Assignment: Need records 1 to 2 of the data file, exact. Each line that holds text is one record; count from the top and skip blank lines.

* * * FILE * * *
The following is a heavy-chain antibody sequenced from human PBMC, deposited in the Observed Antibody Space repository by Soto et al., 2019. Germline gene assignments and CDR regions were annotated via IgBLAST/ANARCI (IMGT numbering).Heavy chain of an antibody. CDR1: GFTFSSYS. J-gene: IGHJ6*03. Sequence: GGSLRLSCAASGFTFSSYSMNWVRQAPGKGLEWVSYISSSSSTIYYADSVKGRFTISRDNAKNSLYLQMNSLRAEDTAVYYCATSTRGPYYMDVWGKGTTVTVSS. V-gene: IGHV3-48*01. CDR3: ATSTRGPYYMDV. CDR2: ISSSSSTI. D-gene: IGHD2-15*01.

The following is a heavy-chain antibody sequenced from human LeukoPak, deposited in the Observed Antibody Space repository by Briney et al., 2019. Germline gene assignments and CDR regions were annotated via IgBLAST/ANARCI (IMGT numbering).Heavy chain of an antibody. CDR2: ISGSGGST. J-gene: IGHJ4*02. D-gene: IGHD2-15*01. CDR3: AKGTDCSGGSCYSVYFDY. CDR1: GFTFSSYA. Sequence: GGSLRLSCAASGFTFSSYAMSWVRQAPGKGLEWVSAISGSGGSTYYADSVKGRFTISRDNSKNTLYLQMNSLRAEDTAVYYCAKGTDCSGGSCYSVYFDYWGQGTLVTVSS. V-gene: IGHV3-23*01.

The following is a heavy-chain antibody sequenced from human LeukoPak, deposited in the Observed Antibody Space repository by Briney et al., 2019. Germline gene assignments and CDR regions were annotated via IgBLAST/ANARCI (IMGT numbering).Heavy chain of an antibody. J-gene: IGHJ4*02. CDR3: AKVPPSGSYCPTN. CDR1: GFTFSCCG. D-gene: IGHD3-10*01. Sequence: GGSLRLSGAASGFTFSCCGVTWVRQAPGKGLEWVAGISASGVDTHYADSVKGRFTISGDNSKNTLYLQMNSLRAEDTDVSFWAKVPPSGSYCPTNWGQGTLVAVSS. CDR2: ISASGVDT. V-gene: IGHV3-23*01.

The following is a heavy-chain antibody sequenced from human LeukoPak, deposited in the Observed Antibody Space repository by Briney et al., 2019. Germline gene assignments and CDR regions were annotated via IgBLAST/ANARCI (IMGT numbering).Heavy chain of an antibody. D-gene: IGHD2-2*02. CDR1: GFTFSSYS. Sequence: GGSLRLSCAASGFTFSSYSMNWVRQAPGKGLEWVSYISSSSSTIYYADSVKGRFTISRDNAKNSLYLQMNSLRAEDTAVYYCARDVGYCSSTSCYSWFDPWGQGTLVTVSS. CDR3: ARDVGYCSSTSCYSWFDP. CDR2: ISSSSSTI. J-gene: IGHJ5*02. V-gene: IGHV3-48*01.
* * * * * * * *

The following is a heavy-chain antibody sequenced from human PBMC, deposited in the Observed Antibody Space repository by Soto et al., 2019. Germline gene assignments and CDR regions were annotated via IgBLAST/ANARCI (IMGT numbering).Heavy chain of an antibody. CDR1: GFTFSSYS. J-gene: IGHJ6*03. Sequence: GGSLRLSCAASGFTFSSYSMNWVRQAPGKGLEWVSYISSSSSTIYYADSVKGRFTISRDNAKNSLYLQMNSLRAEDTAVYYCATSTRGPYYMDVWGKGTTVTVSS. V-gene: IGHV3-48*01. CDR3: ATSTRGPYYMDV. CDR2: ISSSSSTI. D-gene: IGHD2-15*01.

The following is a heavy-chain antibody sequenced from human LeukoPak, deposited in the Observed Antibody Space repository by Briney et al., 2019. Germline gene assignments and CDR regions were annotated via IgBLAST/ANARCI (IMGT numbering).Heavy chain of an antibody. CDR2: ISGSGGST. J-gene: IGHJ4*02. D-gene: IGHD2-15*01. CDR3: AKGTDCSGGSCYSVYFDY. CDR1: GFTFSSYA. Sequence: GGSLRLSCAASGFTFSSYAMSWVRQAPGKGLEWVSAISGSGGSTYYADSVKGRFTISRDNSKNTLYLQMNSLRAEDTAVYYCAKGTDCSGGSCYSVYFDYWGQGTLVTVSS. V-gene: IGHV3-23*01.